Part one of this two-part series (“Making the investment,” September 2001, page 80) explored the ways control surfaces are opening up exciting possibilities for the small studio owner looking to service the postproduction community. Let's recap a few points before we proceed.
Perhaps most importantly, post clients have reassessed what they require from an audio post house. Without question, large, well-tuned mixing rooms centered around big consoles continue to play a significant role, especially for theatrical-release feature films. However, the day has passed when an audio facility had to spend at least a quarter of a million dollars on a board simply because clients expected something huge.
How did this sophisticated client evolve? You can thank Digidesign, in large part, for the change. With regard to post, Pro Tools rooms started as offline centers at major facilities. Clients quickly came to see that small monitoring consoles, coupled with Pro Tools, were very capable of turning out a polished final product, especially for the less glamorous work — promos, spots, budget documentaries — that fuels the industry.
Point two: Working with a mouse is tedious. No surprise there. As long as Pro Tools, running on what are now seen as slow and antiquated host computers, was only capable of running 16 or so tracks efficiently, the mouse was acceptable. Faster computers now make it possible for Pro Tools and competitive products to run more than 100 tracks at once. The need for an affordable means of working with faders and for an intelligent ability to interface with workstation hardware and software was present. And so control surfaces — miniature consoles designed to work specifically with workstations — were born.
So you've decided that there are enough local ad agencies, network affiliates, and filmmakers to support a foray into audio post. Which control surface should you buy?
Ranging in price from less than $1,000 to about $12,000, control surfaces come in a variety of flavors. Please note that this is a rapidly developing area of the audio industry, and the surfaces I discuss do not constitute an exhaustive list.Mackie HUI
Back when Pro Tools 4.0 was still in development, Digidesign and Mackie — widely respected as a manufacturer of high-quality, affordable boards — combined forces. The result was the HUI (Human User Interface).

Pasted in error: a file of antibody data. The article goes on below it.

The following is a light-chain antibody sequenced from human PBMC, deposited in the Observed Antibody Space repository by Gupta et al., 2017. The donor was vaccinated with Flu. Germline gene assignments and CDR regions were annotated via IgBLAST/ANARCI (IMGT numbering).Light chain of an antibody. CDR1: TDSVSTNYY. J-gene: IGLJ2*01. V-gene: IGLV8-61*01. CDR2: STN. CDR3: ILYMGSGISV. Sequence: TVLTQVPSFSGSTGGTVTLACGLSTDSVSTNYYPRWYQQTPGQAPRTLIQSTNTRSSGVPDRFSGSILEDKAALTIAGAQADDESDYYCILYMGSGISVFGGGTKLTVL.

The most important element in any control surface is the presence of touch-sensitive faders that can be automated. Why? We all love them! The HUI sports eight of these but no master fader. It also includes an Assign section that lets the user configure bus and I/O according to his or her individual requirements.
Critically important is a section that intelligently allows the user to control the parameters of Pro Tools plug-ins. Remember how SSL integrated its workstation, Screen Sound, with its digital console, the Scenaria? The HUI integrates with Pro Tools in a similar fashion, at a fraction of the cost. Known for its ability to build low-cost microphone pre-amps that sound great, Mackie threw some of these puppies into the package. A design feature allows multiple HUIs to be linked together.
List price: $3,499
If you use Pro Tools and want a control surface specifically designed to maximize power over it, with as many dedicated controls as you need, consider Digidesign's ProControl. It comes with eight 100mm touch-sensitive motorized faders — the best faders of any control surface on the market — and gives tactile access to all Pro Tools editing, mixing, and automation parameters. ProControl can be expanded with up to five Fader Expansion packs, which yield up to 48 channel strips. Digidesign recently partnered with Focusrite to build the Control24, a control surface that includes fewer features than the ProControl.
ProControl list price: $11,995
Control24 list price: $7,995
Radikal Technologies is getting a favorable response to the SAC-2K. In addition to Pro Tools, the SAC-2K interfaces easily with MOTU's Digital Performer, Emagic's Logic Audio, Steinberg's Nuendo, and even E-MU's Paris workstation, which ships with its own control surface.